On September 29, 2011 SCE students enjoyed a Pizza with the President Info Session with the National Society of Professional Engineers (NSPE) President Christopher Stone, P.E., F.NSPE. Students learned why Professional Engineering (P.E.) licensure is important and how it extends careers by broadening the responsibilities and leadership opportunities for engineers that achieve P.E. licensure. For the past 7 years the incoming NSPE president has included a morning at SCE as part of the NSPE president’s annual visit to Kansas City, the 4th largest engineering hub in the nation.
The meet and greet with President Chris Stone, P.E. and his delegation, prior to the info session, was attended by SCE Dean Kevin Truman, NSPE/MSPE student chapter President Jason Painter, Webmaster Taya Upkes, Treasurer Michael “Tyler” Martin, and faculty advisors Dr. Khosrow Sohraby, P.E. and Dr. Jesse Sherwood, P.E. A visit to Linda Hall Library, considered by many to be the world’s greatest private, not-for-profit science, engineering and technology library, and just one block from SCE’s Flarsheim Hall was also arranged. The UMKC MSPE/NSPE student chapter is affiliated to NSPE on the national level and is locally mentored and provided sponsorship by the Western Chapter of the Missouri Society of Professional Engineers here in Kansas City.
Students in the University of Missouri-Kansas City (UMKC) School of Computing and Engineering’s Fall 2009/Spring 2010 Civil Engineering Capstone Design course, taught by Professor Deborah O’Bannon and Adjunct Professor Thomas Kimes, have created a design that the Missouri Department of Transportation recently used to improve traffic operations along Route 50 in eastern Jackson County. In early November, MoDOT hosted a ribbon-cutting for the improved highway in Lone Jack, Mo.
During the 2009-2010 academic year, MoDOT partnered with UMKC to give Civil Engineering students an opportunity to receive hands-on experience while creating a design to improve traffic operations at five intersections along Route 50 in eastern Jackson County. The students were tasked with the job of using innovative design techniques to find viable solutions to improve these areas. Through close interaction with MoDOT engineers, the students created a design that met MoDOT’s approval and was constructed along this section of Route 50. Complete story is posted at http://www.umkc.edu/news/announcements/civilengineering1111.asp.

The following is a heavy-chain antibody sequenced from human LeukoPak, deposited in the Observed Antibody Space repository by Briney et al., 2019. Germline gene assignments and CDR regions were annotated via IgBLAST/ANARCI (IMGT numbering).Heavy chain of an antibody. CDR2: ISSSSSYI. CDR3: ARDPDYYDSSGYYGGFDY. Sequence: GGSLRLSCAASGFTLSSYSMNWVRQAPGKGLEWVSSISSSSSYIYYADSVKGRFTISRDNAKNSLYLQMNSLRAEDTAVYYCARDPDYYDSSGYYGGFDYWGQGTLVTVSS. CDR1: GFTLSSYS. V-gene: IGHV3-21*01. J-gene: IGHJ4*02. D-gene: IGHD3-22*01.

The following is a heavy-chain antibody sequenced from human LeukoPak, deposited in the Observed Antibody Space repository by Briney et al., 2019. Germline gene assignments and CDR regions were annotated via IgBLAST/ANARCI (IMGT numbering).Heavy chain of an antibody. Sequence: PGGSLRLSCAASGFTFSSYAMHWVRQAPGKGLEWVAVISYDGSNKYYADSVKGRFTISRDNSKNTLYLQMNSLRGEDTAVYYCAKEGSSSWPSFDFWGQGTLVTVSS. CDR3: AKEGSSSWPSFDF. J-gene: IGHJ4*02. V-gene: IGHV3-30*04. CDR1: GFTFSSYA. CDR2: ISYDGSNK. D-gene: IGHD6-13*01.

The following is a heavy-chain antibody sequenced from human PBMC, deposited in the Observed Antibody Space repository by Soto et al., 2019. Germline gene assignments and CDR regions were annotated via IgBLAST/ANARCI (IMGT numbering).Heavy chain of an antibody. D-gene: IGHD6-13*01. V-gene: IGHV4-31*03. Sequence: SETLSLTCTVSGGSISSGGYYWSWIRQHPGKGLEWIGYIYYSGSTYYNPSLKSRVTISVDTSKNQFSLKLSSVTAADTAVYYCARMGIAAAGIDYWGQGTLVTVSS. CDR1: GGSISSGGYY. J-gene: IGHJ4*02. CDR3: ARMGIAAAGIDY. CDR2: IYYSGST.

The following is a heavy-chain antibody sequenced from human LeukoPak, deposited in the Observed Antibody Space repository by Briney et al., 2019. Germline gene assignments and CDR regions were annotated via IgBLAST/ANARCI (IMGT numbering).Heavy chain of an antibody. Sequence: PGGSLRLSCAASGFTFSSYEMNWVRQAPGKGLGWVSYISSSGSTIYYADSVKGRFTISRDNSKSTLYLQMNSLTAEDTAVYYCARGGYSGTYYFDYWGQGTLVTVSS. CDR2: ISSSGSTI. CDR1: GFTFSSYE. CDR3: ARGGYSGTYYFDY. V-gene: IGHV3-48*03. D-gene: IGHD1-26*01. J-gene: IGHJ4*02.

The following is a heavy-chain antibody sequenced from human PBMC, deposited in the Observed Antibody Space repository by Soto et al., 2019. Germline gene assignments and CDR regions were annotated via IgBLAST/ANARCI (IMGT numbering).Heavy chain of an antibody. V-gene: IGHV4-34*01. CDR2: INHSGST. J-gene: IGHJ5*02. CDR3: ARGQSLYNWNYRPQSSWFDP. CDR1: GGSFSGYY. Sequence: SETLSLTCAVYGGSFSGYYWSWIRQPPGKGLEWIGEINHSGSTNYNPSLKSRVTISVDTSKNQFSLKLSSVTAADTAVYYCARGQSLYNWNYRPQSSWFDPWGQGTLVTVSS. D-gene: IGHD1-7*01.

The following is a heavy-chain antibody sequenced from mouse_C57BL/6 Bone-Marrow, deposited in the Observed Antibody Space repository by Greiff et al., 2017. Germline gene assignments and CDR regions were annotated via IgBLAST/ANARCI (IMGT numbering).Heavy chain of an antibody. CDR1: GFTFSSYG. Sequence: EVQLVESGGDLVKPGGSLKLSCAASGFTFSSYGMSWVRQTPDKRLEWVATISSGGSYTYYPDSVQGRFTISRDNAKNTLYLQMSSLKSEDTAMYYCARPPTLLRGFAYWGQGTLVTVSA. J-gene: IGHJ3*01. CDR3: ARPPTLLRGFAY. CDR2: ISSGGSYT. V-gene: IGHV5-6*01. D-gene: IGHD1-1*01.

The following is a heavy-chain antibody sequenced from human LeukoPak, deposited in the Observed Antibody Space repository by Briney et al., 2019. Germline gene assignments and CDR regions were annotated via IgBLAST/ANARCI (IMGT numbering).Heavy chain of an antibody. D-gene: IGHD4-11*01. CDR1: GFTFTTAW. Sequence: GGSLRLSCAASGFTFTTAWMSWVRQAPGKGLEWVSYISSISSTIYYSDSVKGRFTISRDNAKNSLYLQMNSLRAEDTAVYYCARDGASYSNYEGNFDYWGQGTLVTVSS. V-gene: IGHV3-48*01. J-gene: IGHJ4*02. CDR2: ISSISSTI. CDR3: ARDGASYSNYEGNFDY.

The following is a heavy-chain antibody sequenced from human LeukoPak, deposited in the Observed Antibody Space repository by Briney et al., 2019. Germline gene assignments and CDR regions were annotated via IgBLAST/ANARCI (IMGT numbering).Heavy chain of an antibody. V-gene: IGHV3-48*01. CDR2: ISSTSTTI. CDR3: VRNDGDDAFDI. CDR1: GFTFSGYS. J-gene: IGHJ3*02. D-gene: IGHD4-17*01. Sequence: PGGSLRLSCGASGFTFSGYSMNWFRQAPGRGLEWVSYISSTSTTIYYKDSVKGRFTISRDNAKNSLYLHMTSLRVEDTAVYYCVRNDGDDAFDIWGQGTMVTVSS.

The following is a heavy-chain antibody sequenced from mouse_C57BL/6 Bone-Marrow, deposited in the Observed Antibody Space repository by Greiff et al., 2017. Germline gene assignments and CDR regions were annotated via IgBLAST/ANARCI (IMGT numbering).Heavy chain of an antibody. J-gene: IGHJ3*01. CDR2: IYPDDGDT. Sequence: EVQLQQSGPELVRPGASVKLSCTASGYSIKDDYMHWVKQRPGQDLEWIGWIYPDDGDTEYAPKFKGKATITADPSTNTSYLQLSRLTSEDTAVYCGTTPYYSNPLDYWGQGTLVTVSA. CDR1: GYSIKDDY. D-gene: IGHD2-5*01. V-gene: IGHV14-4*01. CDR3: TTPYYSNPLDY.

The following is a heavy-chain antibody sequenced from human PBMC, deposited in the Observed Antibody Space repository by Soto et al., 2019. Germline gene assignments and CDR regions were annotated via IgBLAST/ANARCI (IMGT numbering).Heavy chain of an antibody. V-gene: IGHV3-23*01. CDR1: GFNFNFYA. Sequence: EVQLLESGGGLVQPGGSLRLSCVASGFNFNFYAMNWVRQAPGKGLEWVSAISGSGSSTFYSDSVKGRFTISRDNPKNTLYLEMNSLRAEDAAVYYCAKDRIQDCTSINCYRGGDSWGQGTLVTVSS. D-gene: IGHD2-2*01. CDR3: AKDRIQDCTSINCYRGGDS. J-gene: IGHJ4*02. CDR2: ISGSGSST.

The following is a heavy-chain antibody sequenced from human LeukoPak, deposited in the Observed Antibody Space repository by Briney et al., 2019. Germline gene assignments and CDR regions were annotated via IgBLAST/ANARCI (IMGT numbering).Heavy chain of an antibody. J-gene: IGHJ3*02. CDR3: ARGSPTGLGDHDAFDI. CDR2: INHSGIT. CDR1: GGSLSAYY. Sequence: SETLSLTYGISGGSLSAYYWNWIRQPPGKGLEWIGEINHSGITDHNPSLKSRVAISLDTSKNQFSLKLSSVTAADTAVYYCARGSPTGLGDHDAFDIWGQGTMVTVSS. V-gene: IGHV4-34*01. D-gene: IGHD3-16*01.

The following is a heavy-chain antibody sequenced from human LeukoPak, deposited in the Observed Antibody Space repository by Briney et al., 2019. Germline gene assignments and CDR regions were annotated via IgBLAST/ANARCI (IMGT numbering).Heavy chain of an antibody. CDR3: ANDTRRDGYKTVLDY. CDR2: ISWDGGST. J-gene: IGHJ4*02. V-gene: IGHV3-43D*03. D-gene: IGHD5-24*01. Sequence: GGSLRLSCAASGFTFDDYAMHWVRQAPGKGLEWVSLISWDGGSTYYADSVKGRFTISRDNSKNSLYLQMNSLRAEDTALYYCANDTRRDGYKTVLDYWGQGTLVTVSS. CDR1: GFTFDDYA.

SCE electrical computer engineering student Clement Lumanyika was selected for a 2011 Power and Energy Society (PES) Scholarship Award – Region 5. This is the inaugural year for these scholarships and Clement is one of 93 PES undergraduate scholars. Criteria used to select scholars included “academic preparation; extra-curricular activities and leadership; interest in engineering in general, and power and energy engineering in particular; and overall assessment of student’s potential for a successful power and energy engineering career.” A list of all the 2011 PES scholars can be found at 2011 PES Scholarship Award Winners announcement.
UMKC is proud to host The 12th NSF Global Environment for Network Innovations (GENI) Engineering Conference (GEC12) that will take place November 2-4, 2011, in Kansas City, Missouri, at the Student Union Building The GEC is the National Science Foundation’s GENI Project Office’s (GPO) regular working meeting where researchers, developers, industrial & international partners and the GPO meet to advance infrastructure planning and prototyping for the GENI project on future networking. At this event, researchers from around the country will demonstrate their latest work on future networking prototypes. Pre-registration is required.
Evolving technological and social networks, intertwined and worldwide in scope, are rapidly transforming societies and economies. GENI is a project sponsored by the National Science Foundation, is open and broadly inclusive, providing collaborative and exploratory environments for academia, industry and the public to catalyze groundbreaking discoveries and innovation in these emerging global networks.
GENI is a virtual laboratory at the frontiers of network science and engineering for exploring future internets at scale. GENI creates major opportunities to understand, innovate and transform global networks and their interactions with society. Understand. Innovate. Transform – Make an Impact on Global Networks.
UMKC is involved in Great Plains Environment for Network Innovation (GpENI), one of the GENI funded projects. UMKC is partnering in the GpENI project with University of Kansas, Kansas State University, and University of Nebraska-Lincoln to set up an international research testbed for future network research. Deep Medhi, Curators’ Professor, and Baek-Young Choi, Associate Professor, are leading the effort at the UMKC end.